St. Louis Oracle

St. Louis-based political forecasting plus commentary on politics and events from a grassroots veteran with a mature, progressive anti-establishment perspective.

Tuesday, November 30, 2004

NARAL’s misstatements seem rooted in abandonment of principles

The November fundraising letter for NARAL Pro-Choice Missouri (NARAL) got off on the wrong foot for factual purists like the Oracle. It starts off lamenting how “Missouri has elected its first anti-choice governor since 1992, when Mel Carnahan defeated anti-choice John Ashcroft.” The basic point is accurate, but the details are not. It was 2000 when Carnahan’s corpse defeated Ashcroft, and that contest was for U.S. Senator, not governor. In 1992, Governor John Ashcroft was term-limited. The anti-choice Republican that Carnahan defeated that year was future convict William Webster.

Truth took a bigger hit later in the letter. Executive Director Carolyn Sullivan went on to claim, “For the first time since 1920, the Governor’s office and both legislative chambers are controlled by anti-choice leaders.” Actually, the Governor’s office and both legislative chambers have been controlled by anti-choice leaders for the majority of the period since 1920. While a full unanimous triumvirate of anti-choice leaders is hard to find in recent years, one still only has to go as far back as 1976, when the governor was Republican Kit Bond, the president pro-tem of the Senate was Democrat William Cason, and the Speaker of the House was Democrat (and future convict) Richard Rabbitt. Ironically, Bond would be unseated that year by anti-choice Democrat Joe Teasdale, who drew pro-life votes with an extreme stand that contrasted with Bond’s tolerance for exceptions for rape and incest.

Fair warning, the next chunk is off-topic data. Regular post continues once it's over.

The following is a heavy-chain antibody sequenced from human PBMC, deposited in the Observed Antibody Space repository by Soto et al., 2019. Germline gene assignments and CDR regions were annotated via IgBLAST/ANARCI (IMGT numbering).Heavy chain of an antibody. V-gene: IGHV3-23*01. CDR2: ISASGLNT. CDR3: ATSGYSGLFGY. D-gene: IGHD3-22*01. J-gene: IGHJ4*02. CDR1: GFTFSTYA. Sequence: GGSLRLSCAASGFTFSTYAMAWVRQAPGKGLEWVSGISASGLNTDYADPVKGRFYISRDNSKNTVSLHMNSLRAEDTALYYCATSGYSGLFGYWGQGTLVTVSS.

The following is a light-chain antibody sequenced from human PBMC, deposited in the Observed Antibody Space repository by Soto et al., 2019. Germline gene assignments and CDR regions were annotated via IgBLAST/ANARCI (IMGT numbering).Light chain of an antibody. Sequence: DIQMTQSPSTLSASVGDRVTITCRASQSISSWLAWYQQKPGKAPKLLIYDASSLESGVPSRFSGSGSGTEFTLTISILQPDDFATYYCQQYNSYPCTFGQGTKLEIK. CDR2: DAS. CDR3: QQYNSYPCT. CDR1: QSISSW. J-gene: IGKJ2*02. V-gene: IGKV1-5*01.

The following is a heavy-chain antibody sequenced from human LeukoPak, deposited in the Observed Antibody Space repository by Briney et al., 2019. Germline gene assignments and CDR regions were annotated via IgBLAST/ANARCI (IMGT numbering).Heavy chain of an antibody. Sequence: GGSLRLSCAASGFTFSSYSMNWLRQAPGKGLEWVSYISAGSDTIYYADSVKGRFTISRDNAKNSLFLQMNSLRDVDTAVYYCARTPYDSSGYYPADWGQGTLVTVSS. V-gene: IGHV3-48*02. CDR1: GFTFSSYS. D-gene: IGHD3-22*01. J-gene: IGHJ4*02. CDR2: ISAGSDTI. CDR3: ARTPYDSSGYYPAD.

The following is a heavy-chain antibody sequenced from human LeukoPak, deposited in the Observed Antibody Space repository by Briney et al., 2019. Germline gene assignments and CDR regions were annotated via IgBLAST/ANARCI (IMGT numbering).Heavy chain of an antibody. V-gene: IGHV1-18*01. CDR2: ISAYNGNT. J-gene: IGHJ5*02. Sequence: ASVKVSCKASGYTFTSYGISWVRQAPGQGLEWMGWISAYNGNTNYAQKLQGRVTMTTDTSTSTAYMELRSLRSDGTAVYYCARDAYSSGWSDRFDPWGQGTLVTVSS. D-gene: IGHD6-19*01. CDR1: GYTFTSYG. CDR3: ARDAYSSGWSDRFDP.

In more recent times, Gov. Bob Holden had to deal not only with Republican senate president Peter Kinder and Republican house speaker Catherine Hanaway, but also with Hanaway’s predecessor, Democrat Jim Kreider, all of whom are anti-choice. Carnahan had to deal with anti-choice senate presidents like John Scott and James Mathewson, both fellow Democrats.

In the years before Roe v. Wade in 1973, the illegality of abortion was a given, and only the most radical and courageous politicians publicly advocated its legalization. Ironically, this small cadre included Republicans like one-term Florissant Senator Robert Prange and Columbia State Representatives George Parker and Harold Reisch. Governors and legislative leaders weren’t really on record with their positions on abortion prior to then, so it’s hard to fathom how Ms. Sullivan ascertained the alleged choice leanings of leaders during the first 53 years after 1920.

Of course, we all know what Ms. Sullivan meant, and that’s the problem. What Missouri’s Governor’s office and both legislative chambers haven’t been controlled by since 1920 is Republicans. Ms. Sullivan incorrectly equates Democrat with pro-choice and Republican with anti-choice. Her misstatement is rooted in NARAL’s recent unpublicized mission change. They now regrettably act as a front for the Democratic Party instead of supporting pro-choice advocates regardless of party. Both State Senator Harry Kennedy and State Rep. Mike Daus are anti-choice Democrats who faced pro-choice opponents in November, but NARAL wouldn’t lift a finger (except maybe the middle one) for either pro-choice candidate. Admittedly those pro-choice opponents were third-party candidates (David Sladky of the Green Party and Libertarian Leonora Kham), but NARAL backed pro-choice third-party challengers to anti-choice Democrats as recently as 2000, when its founding principles mattered more.

The Oracle misses the more principled organization.


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